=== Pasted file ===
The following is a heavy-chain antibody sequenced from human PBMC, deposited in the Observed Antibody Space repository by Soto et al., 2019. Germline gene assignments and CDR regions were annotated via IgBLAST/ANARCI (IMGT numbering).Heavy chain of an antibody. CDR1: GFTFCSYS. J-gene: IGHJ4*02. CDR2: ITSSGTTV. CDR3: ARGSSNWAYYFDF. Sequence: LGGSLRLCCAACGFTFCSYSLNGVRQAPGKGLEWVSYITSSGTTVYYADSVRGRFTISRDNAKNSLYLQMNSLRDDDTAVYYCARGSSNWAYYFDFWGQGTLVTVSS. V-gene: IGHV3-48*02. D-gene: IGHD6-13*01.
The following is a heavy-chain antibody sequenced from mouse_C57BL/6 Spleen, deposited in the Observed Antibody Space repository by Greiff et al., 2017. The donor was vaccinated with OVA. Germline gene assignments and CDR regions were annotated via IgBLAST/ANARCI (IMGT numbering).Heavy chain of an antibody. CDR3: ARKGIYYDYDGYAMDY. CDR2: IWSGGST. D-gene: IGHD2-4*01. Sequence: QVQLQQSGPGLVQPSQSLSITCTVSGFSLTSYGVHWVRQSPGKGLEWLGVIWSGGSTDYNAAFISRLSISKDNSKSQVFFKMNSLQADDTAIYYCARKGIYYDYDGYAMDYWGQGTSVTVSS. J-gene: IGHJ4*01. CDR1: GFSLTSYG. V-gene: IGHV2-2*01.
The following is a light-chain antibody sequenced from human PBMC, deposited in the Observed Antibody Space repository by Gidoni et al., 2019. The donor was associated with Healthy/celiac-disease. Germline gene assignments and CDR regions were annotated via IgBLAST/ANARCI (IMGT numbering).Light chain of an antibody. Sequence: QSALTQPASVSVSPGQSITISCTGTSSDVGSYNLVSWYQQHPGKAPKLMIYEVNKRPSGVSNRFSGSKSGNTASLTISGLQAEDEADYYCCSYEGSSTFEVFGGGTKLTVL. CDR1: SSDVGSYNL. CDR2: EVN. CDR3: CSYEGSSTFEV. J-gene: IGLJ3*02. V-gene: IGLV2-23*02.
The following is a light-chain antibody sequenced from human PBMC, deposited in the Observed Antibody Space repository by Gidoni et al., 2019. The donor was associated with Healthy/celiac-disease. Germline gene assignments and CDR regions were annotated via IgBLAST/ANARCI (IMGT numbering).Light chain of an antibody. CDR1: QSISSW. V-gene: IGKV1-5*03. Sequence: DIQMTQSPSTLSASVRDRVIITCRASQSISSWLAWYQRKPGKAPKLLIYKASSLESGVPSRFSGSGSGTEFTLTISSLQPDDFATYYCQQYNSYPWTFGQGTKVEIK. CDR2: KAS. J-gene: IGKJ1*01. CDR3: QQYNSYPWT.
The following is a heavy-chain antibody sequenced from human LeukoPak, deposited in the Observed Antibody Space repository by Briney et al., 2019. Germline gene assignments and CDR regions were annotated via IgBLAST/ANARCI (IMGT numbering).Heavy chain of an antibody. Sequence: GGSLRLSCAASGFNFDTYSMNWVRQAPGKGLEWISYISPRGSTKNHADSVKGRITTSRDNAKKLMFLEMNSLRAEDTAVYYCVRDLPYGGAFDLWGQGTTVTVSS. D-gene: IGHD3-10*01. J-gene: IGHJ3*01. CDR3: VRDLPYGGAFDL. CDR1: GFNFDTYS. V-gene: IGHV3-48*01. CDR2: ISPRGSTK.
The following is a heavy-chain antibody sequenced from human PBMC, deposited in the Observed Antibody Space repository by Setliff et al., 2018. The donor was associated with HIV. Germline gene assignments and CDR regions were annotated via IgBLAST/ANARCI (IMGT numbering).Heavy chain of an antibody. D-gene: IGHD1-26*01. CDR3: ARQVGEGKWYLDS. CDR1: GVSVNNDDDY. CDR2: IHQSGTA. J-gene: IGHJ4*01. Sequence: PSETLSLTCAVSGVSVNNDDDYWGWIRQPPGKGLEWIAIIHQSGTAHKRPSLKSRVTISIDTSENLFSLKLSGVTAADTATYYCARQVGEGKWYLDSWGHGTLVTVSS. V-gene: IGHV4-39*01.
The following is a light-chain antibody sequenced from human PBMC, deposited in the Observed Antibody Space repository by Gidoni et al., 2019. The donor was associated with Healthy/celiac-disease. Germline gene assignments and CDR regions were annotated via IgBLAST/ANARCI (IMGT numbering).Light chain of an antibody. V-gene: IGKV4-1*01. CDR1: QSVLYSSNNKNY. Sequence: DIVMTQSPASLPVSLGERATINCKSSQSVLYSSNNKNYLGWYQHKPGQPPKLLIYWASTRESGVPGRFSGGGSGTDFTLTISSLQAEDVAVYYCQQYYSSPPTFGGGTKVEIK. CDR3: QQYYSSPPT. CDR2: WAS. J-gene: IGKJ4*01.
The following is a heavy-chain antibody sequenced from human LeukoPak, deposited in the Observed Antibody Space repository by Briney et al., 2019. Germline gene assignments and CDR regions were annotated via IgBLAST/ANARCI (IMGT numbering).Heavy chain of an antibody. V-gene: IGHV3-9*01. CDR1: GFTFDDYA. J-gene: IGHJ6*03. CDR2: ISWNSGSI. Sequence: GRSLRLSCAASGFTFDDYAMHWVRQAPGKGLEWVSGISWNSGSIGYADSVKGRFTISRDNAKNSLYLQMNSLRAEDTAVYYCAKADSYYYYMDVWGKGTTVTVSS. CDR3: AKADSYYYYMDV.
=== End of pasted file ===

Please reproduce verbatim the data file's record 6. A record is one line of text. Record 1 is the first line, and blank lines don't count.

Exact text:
The following is a heavy-chain antibody sequenced from human PBMC, deposited in the Observed Antibody Space repository by Setliff et al., 2018. The donor was associated with HIV. Germline gene assignments and CDR regions were annotated via IgBLAST/ANARCI (IMGT numbering).Heavy chain of an antibody. D-gene: IGHD1-26*01. CDR3: ARQVGEGKWYLDS. CDR1: GVSVNNDDDY. CDR2: IHQSGTA. J-gene: IGHJ4*01. Sequence: PSETLSLTCAVSGVSVNNDDDYWGWIRQPPGKGLEWIAIIHQSGTAHKRPSLKSRVTISIDTSENLFSLKLSGVTAADTATYYCARQVGEGKWYLDSWGHGTLVTVSS. V-gene: IGHV4-39*01.